The John Templeton Foundation mourns the passing of the Reverend Canon Dr. Michael Bourdeaux, champion of religious liberty, founder of the Keston Institute in England, and winner of the 1984 Templeton Prize. He died one year ago today — in the early hours of March 29, 2021 — at the age of 87.
Born in Cornwall and educated at Oxford University, Bourdeaux went to Moscow in 1959 as part of the first wave of British exchange students to the Soviet Union. In 1960, he was ordained in the Anglican priesthood.
Michael Bourdeaux devoted his life to defending the rights of people persecuted for their religious beliefs, particularly in Eastern Europe. He received the Templeton Prize in recognition of his efforts to expose the systematic destruction of religion in Iron Curtain nations during the Cold War and to defend the rights of people in these countries to worship as they chose.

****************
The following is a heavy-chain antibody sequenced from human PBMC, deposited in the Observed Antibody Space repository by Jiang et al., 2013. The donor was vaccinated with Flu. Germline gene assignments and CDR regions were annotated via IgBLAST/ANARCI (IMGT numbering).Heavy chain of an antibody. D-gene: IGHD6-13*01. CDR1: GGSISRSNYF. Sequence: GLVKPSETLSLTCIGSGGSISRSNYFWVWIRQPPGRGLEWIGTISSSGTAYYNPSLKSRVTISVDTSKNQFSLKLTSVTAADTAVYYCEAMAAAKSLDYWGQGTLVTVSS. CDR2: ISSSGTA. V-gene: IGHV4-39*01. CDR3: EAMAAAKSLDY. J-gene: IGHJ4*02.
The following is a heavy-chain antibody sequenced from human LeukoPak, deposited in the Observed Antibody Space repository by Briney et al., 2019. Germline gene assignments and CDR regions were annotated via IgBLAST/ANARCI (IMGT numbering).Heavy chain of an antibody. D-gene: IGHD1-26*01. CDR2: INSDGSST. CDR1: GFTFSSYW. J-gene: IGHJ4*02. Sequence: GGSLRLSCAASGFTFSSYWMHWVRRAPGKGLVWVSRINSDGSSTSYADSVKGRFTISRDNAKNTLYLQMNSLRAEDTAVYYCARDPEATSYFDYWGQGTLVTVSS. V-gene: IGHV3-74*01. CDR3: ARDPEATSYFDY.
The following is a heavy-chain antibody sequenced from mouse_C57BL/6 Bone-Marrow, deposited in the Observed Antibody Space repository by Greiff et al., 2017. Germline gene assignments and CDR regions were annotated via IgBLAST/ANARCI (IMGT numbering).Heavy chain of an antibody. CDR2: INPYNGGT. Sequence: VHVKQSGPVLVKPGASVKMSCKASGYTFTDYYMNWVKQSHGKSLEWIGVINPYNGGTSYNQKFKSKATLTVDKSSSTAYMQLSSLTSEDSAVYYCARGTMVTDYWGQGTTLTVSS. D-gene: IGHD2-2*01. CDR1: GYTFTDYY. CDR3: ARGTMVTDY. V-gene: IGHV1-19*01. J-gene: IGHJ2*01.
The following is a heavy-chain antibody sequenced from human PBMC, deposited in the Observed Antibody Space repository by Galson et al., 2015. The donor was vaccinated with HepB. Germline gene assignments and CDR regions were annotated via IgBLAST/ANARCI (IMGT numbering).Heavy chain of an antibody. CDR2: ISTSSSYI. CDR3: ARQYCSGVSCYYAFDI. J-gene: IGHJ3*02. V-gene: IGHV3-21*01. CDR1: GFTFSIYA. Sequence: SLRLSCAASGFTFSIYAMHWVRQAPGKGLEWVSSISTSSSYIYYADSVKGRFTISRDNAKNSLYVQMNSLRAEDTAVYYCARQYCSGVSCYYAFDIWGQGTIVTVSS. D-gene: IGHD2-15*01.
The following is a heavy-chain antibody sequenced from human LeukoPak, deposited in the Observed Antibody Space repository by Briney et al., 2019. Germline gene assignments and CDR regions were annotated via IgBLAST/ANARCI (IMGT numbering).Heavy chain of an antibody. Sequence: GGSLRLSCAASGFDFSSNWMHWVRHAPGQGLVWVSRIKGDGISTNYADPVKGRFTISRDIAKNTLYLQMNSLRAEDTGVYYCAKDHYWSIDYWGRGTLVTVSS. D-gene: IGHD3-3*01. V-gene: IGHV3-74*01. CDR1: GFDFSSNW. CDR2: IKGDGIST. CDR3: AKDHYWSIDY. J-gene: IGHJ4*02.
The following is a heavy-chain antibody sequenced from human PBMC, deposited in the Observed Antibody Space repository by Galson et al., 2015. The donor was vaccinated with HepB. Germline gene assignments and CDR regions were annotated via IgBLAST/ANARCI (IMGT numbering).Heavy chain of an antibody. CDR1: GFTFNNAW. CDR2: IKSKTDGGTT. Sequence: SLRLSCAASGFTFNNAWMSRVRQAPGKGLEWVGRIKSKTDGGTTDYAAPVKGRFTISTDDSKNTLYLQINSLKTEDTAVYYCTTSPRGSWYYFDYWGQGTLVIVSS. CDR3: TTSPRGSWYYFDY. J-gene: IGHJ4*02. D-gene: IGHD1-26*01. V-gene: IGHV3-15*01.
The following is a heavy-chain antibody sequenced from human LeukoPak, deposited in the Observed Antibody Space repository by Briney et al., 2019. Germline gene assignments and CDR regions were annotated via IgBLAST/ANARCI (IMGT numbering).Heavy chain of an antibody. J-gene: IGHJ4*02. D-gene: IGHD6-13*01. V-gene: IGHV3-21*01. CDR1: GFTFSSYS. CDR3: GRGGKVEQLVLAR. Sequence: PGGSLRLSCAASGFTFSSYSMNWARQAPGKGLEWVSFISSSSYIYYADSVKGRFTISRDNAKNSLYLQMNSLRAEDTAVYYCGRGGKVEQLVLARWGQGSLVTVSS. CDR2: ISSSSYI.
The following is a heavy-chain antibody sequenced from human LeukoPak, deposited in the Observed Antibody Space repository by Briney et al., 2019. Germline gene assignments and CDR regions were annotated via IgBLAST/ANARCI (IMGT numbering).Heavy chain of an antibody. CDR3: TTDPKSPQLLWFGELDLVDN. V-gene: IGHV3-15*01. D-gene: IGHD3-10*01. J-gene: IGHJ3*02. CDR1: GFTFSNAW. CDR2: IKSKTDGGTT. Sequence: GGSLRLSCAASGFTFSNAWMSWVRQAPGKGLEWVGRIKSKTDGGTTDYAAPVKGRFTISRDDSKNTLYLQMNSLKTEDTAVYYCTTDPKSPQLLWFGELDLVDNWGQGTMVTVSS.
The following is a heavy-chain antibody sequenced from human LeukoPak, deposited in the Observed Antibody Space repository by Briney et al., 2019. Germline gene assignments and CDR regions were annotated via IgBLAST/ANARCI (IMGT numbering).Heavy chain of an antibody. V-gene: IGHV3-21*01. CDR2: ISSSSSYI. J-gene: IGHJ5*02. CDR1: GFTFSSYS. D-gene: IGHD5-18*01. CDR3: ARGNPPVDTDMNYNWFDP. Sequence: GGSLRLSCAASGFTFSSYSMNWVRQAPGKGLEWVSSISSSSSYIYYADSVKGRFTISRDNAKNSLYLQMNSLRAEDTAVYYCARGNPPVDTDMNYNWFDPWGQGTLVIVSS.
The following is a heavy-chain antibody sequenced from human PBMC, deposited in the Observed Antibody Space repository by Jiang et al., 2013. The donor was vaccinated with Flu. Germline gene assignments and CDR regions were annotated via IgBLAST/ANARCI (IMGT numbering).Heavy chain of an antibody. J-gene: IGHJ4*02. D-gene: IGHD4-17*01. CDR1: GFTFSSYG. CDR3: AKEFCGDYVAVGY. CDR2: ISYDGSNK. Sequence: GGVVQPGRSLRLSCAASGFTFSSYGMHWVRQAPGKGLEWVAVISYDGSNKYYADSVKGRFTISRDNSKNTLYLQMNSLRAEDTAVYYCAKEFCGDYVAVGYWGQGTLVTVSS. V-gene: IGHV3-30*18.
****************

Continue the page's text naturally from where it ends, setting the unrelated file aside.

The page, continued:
Today, we remember Bourdeaux and reflect on his remarks at the Templeton Prize award ceremony in 1984:
“The compelling conclusion to this is that for the Soviet Union to grant real religious liberty would bring world peace substantially closer. This thought horrifies those who hold power in the Kremlin, but the reality might not harm them so much as they think.
The tactics need careful thought, but I am certain that the eventual change of the Soviet Union into a country which has the right to believe will make it a safer place for its own people and rulers, as well as making the world a safer place for everyone. That is why the work of Keston College, very small though it is in a world context, does stand on the front line.
In the very truest sense, the Templeton Prize has been awarded not to me nor to the College, but to believers under Communism. Theirs is the ‘progress in religion’. The Prize goes especially to those who have sacrificed liberty — and some even life itself— for their faith. It is for them that I speak. Insofar as I have the power and insight to do so, it is their hopes, their sorrows and their joys which I have placed before you this afternoon. God bless them and God bless you all.”
— Michael Bourdeaux, 1984. Read the full speech.